It is the first time the company – the largest privately held firm in the US – is facing a legal challenge in the US in relation to its deforestation footprint in the Amazon rainforest, Atlantic Forest and Cerrado savanna, said the environmental legal non-profit.
The campaign group accuses Cargill of not properly monitoring vast quantities of the soy it trades, handles at its ports, or ships to global markets to identify and eliminate links to deforestation and human rights abuses, breaching its legal due diligence responsibilities.
ClientEarth has triggered the complaints procedure in the US under the guidelines of the Organisation for Economic Cooperation and Development (OECD), an international set of standards for responsible business conduct.
The activists outlined how they reviewed Cargill’s public policies and reporting documents, claiming that they reveal deficiencies in its due diligence processes.
In addition, the activists purport that Cargill does not appear to have adequate policies and systems in place to address human rights impacts related to its soy operations in Brazil, even though it has been linked to cases of rights violations. The campaigners cite examples of the socio-environmental harms suffered as a result of the construction and operation of the company’s Santarém port, including forced displacement and violence against land defenders in the area of influence of the trading hub.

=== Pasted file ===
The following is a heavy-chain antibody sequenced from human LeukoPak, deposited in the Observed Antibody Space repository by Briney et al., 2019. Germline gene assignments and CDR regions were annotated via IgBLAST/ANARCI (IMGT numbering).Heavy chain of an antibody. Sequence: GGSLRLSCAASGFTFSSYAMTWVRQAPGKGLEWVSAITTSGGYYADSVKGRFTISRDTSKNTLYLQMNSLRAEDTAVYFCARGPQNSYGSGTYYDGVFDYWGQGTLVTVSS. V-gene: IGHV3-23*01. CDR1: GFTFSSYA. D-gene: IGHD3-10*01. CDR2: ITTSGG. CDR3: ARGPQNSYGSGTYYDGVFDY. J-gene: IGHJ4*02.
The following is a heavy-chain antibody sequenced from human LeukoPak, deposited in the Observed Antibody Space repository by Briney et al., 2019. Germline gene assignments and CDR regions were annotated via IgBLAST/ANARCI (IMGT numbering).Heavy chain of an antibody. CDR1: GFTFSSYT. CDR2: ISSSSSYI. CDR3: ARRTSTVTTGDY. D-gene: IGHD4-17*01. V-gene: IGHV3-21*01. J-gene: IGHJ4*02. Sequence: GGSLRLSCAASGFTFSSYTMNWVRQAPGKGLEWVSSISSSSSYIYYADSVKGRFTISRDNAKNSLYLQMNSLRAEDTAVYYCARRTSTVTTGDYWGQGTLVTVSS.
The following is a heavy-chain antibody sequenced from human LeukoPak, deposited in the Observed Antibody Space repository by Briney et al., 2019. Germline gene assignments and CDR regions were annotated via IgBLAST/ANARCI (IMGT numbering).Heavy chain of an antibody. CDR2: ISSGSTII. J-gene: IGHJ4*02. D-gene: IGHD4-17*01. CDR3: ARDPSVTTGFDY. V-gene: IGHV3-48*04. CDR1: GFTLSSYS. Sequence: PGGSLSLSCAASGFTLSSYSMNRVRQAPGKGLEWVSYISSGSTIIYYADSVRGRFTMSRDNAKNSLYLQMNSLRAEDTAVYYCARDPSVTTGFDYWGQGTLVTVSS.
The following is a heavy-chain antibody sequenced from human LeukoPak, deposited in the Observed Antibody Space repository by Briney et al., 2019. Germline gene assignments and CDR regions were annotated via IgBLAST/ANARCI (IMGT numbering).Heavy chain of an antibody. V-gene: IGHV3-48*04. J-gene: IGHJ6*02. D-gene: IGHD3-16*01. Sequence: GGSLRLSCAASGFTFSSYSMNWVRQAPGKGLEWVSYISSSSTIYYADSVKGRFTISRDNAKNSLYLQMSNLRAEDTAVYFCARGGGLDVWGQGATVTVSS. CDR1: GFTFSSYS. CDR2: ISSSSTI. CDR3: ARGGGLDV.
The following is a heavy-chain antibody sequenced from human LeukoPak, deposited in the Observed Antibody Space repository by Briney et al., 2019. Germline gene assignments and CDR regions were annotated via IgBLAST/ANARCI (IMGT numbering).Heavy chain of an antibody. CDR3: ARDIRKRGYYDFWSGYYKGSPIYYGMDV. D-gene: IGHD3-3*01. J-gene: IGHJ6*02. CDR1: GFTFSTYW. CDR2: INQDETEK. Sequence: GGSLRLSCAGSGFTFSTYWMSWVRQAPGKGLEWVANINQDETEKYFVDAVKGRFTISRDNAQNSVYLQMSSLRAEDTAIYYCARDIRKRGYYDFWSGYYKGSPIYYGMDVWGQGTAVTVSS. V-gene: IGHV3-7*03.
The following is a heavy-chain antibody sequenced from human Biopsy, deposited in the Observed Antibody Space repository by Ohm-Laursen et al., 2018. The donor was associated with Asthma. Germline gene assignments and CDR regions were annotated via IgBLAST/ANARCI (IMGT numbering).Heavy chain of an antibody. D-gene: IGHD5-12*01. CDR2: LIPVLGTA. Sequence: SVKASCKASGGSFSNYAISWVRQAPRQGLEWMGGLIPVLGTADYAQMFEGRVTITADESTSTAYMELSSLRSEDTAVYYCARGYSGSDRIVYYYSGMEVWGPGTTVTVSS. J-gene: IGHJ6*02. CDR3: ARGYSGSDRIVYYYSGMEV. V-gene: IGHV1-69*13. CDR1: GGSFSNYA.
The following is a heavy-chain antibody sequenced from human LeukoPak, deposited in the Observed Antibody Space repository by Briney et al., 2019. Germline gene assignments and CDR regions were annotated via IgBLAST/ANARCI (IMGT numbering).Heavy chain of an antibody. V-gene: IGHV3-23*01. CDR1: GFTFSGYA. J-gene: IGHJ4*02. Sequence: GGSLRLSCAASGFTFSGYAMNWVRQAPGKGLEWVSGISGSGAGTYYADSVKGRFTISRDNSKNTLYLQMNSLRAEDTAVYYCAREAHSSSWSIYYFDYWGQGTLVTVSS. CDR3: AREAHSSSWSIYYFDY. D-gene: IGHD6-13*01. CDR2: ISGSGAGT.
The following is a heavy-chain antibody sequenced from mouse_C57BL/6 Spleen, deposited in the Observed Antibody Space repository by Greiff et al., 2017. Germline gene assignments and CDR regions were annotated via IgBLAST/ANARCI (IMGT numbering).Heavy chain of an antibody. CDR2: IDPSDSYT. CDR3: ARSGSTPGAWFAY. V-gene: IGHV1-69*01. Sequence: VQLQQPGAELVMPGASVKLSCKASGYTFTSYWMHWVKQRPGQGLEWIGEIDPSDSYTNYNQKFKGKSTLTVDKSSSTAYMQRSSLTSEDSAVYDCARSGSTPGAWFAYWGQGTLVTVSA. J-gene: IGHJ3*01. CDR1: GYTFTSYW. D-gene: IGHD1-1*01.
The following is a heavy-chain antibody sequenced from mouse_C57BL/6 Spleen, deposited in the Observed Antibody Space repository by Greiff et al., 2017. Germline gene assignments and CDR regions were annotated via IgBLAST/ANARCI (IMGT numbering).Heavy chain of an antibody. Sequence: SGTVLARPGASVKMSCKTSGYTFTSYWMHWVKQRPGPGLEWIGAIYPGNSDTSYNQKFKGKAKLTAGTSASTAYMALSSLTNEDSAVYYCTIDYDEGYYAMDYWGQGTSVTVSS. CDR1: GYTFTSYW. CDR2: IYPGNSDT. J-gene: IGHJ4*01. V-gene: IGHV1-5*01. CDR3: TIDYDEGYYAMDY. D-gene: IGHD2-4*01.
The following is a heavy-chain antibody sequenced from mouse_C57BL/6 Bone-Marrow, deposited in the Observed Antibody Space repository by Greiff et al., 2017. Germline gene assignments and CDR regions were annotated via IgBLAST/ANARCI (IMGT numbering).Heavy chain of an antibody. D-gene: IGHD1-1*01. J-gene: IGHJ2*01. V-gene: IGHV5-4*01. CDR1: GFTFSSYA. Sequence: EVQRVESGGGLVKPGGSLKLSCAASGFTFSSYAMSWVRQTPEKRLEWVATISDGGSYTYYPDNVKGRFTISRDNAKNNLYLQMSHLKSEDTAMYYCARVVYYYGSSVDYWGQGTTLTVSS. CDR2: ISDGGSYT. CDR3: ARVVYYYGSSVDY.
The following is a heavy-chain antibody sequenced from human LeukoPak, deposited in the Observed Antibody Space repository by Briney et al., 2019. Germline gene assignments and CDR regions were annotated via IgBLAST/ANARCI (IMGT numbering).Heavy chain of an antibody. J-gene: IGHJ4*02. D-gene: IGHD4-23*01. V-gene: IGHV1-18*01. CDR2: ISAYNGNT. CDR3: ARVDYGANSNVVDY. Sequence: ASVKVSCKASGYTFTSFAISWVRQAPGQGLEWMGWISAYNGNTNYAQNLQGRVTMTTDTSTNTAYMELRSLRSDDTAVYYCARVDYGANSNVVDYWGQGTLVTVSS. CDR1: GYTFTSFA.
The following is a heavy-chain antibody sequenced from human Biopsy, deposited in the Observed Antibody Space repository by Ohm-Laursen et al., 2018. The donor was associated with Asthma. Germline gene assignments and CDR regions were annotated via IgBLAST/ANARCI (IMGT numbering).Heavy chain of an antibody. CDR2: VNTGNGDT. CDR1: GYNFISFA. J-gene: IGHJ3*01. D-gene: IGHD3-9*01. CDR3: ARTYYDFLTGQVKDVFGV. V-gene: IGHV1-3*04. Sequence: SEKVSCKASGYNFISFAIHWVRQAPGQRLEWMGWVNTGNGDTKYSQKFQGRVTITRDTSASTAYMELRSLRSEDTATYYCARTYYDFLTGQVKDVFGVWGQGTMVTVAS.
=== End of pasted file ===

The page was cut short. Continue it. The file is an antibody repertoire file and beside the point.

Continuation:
Cargill insists it has robust procedures in place to prevent deforestation from entering its soy supply chains. The company told the Guardian it has not seen the full legal complaint but that it had an unwavering commitment to eliminate deforestation and conversion in South America.
The US National Contact Point for the OECD will now assess whether the complaint is material and substantiated. If the complaint is accepted, it will then offer to bring ClientEarth and Cargill together to resolve the issues through mediation.
ClientEarth lawyers added that Cargill strengthening its due diligence processes, in compliance with the OECD guidelines, is in its best interests as more jurisdictions move to make enhanced due diligence mandatory.